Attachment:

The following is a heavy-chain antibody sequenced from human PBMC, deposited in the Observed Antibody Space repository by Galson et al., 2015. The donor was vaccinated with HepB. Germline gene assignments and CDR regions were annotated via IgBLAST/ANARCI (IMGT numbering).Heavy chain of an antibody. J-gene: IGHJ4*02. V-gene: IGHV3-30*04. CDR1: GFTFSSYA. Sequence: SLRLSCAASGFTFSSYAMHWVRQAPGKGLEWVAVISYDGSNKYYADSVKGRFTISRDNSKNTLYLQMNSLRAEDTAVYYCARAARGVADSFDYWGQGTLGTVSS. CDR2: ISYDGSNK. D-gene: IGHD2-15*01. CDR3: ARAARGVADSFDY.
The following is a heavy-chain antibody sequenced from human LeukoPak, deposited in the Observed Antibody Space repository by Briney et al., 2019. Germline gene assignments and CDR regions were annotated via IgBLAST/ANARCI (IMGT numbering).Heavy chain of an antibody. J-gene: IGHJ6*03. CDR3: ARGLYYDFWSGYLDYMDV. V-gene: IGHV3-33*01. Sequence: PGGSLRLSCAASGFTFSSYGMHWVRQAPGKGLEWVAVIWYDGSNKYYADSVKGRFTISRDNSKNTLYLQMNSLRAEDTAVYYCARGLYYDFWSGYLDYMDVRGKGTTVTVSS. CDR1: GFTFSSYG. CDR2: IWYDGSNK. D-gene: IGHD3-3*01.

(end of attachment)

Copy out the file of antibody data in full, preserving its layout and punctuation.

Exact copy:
The following is a heavy-chain antibody sequenced from human PBMC, deposited in the Observed Antibody Space repository by Galson et al., 2015. The donor was vaccinated with HepB. Germline gene assignments and CDR regions were annotated via IgBLAST/ANARCI (IMGT numbering).Heavy chain of an antibody. J-gene: IGHJ4*02. V-gene: IGHV3-30*04. CDR1: GFTFSSYA. Sequence: SLRLSCAASGFTFSSYAMHWVRQAPGKGLEWVAVISYDGSNKYYADSVKGRFTISRDNSKNTLYLQMNSLRAEDTAVYYCARAARGVADSFDYWGQGTLGTVSS. CDR2: ISYDGSNK. D-gene: IGHD2-15*01. CDR3: ARAARGVADSFDY.
The following is a heavy-chain antibody sequenced from human LeukoPak, deposited in the Observed Antibody Space repository by Briney et al., 2019. Germline gene assignments and CDR regions were annotated via IgBLAST/ANARCI (IMGT numbering).Heavy chain of an antibody. J-gene: IGHJ6*03. CDR3: ARGLYYDFWSGYLDYMDV. V-gene: IGHV3-33*01. Sequence: PGGSLRLSCAASGFTFSSYGMHWVRQAPGKGLEWVAVIWYDGSNKYYADSVKGRFTISRDNSKNTLYLQMNSLRAEDTAVYYCARGLYYDFWSGYLDYMDVRGKGTTVTVSS. CDR1: GFTFSSYG. CDR2: IWYDGSNK. D-gene: IGHD3-3*01.